Coronavirus and the Country’s Future (13)

The Australian State of Queensland had an election on Saturday, 31st October, and the Labor government was returned. This was after eight months of utterly unnecessary social restrictions, including border restrictions, “social distancing,” and other constraints that have left many people out of work, and businesses bankrupted. And it continues.

What happened at the election?

The leader of the Liberal National Party, Debra Frecklington, was unwilling to distance herself from the Labor Party’s policies. She indicated she’d go along with the advice of her medical bureaucrats, continuing to restrict people at State borders, along with any other measures they considered to be in the best interests of Queenslanders’ health.

She avoided explaining how these policies were based on a sham argument, that Coronavirus is simply a variant of flu, and that these impositions have and will cost us tremendously, both economically and socially.

In my opinion, this was both unfortunate, and pathetic. This could have been an opportunity for an ostensibly conservative political leader to plainly offer conservative values and policies to the electorate, and to reverse the horrific policies of the Labor government, which have decimated Queensland small businesses, and put thousands out of work.

It also may well have led to a review of the shocking abortion laws that Queensland has, along with the opportunity to deal with Labor’s known policies of euthanasia, which have the potential for all manner of evil, down the track.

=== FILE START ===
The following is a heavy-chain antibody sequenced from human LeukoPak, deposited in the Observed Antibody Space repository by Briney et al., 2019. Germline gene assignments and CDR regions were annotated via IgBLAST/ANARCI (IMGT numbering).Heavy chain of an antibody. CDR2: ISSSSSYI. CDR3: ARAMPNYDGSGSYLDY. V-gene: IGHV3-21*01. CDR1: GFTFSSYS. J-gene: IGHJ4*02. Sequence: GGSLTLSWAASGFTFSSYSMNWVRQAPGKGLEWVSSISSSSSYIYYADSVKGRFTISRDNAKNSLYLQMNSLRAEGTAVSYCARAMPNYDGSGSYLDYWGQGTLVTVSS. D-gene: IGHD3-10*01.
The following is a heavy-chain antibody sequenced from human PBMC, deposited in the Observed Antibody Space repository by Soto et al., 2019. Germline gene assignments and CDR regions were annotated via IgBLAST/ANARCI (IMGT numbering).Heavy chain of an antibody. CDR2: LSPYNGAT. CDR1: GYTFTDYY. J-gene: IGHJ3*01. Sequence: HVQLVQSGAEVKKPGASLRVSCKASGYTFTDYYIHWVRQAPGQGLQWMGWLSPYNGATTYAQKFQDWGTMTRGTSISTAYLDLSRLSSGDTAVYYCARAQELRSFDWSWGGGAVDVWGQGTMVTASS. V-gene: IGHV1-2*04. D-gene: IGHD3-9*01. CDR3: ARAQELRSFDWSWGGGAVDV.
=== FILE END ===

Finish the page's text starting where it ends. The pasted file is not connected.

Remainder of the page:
This provides a political lesson for anyone who wants to learn. If conservatives want to provide the electorate with a real political choice, apart from institutionalized humanism and all its awful implications, do a proper job of it, and don’t try to do it by halves. Don’t allow any association to be made in the mind of the electorate with awful, failed policies, that have simply been means of political abuse against the community.

Deb Freckington went missing in action. She was unwilling to really take it to the Labor Party ideologically, when there were plainly ideological issues at stake for this election. She could have claimed:

The Labor Party treats Queenslanders like slaves and convicts. Anyone would think we were back in the days of the First Fleet. We want to immediately restore the traditional liberties of the individuals, families, communities and churches, which many Australians historically, have died for!

All these social restrictions on people are utterly unnecessary, and must be removed, immediately. Let’s let Queenslanders get back to work, travel interstate, and do what they want to do, with no fear or intimidation from their government!

Then she could have emphasized the cost to the electorate of having hundreds of police deployed on the NSW border, the rapidly ballooning Qld debt, along with other details. This would have immediately won her points in the community, from the thousands of business people negatively affected by Labor’s abuse of power.

She would have attracted some flak for a bold and firm stand, but people won’t vote to change their government for a leader they perceive as spineless and lacking. Furthermore, the Labor Party was poorly led, and was in my opinion, vulnerable to a bold and confident assault that revealed Labor’s real values, which I think are destructive, abusive and authoritarian.

But you won’t put out a blazing fire with a wet lettuce, so now we may have to wait another three years to replace these scoundrels and evildoers. An opportunity lost.

As they say,No guts-no glory.